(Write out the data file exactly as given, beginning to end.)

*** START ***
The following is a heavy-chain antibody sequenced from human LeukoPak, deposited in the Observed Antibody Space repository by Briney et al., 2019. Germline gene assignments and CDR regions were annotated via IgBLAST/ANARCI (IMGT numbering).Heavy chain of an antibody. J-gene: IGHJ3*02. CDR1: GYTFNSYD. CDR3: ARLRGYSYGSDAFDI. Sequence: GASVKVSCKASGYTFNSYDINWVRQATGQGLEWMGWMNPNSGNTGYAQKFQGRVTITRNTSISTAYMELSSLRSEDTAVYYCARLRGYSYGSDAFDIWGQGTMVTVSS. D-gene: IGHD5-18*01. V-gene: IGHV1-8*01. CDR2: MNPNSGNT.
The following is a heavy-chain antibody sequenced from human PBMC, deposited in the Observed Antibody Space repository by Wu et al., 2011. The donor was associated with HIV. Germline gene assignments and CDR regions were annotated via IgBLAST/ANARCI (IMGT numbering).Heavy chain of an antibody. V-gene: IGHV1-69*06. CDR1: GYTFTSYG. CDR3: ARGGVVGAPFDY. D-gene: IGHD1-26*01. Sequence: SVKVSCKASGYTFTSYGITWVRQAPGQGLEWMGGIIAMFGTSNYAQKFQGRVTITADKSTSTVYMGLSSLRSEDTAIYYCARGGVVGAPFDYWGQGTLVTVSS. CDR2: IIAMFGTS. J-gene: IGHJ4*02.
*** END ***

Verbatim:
The following is a heavy-chain antibody sequenced from human LeukoPak, deposited in the Observed Antibody Space repository by Briney et al., 2019. Germline gene assignments and CDR regions were annotated via IgBLAST/ANARCI (IMGT numbering).Heavy chain of an antibody. J-gene: IGHJ3*02. CDR1: GYTFNSYD. CDR3: ARLRGYSYGSDAFDI. Sequence: GASVKVSCKASGYTFNSYDINWVRQATGQGLEWMGWMNPNSGNTGYAQKFQGRVTITRNTSISTAYMELSSLRSEDTAVYYCARLRGYSYGSDAFDIWGQGTMVTVSS. D-gene: IGHD5-18*01. V-gene: IGHV1-8*01. CDR2: MNPNSGNT.
The following is a heavy-chain antibody sequenced from human PBMC, deposited in the Observed Antibody Space repository by Wu et al., 2011. The donor was associated with HIV. Germline gene assignments and CDR regions were annotated via IgBLAST/ANARCI (IMGT numbering).Heavy chain of an antibody. V-gene: IGHV1-69*06. CDR1: GYTFTSYG. CDR3: ARGGVVGAPFDY. D-gene: IGHD1-26*01. Sequence: SVKVSCKASGYTFTSYGITWVRQAPGQGLEWMGGIIAMFGTSNYAQKFQGRVTITADKSTSTVYMGLSSLRSEDTAIYYCARGGVVGAPFDYWGQGTLVTVSS. CDR2: IIAMFGTS. J-gene: IGHJ4*02.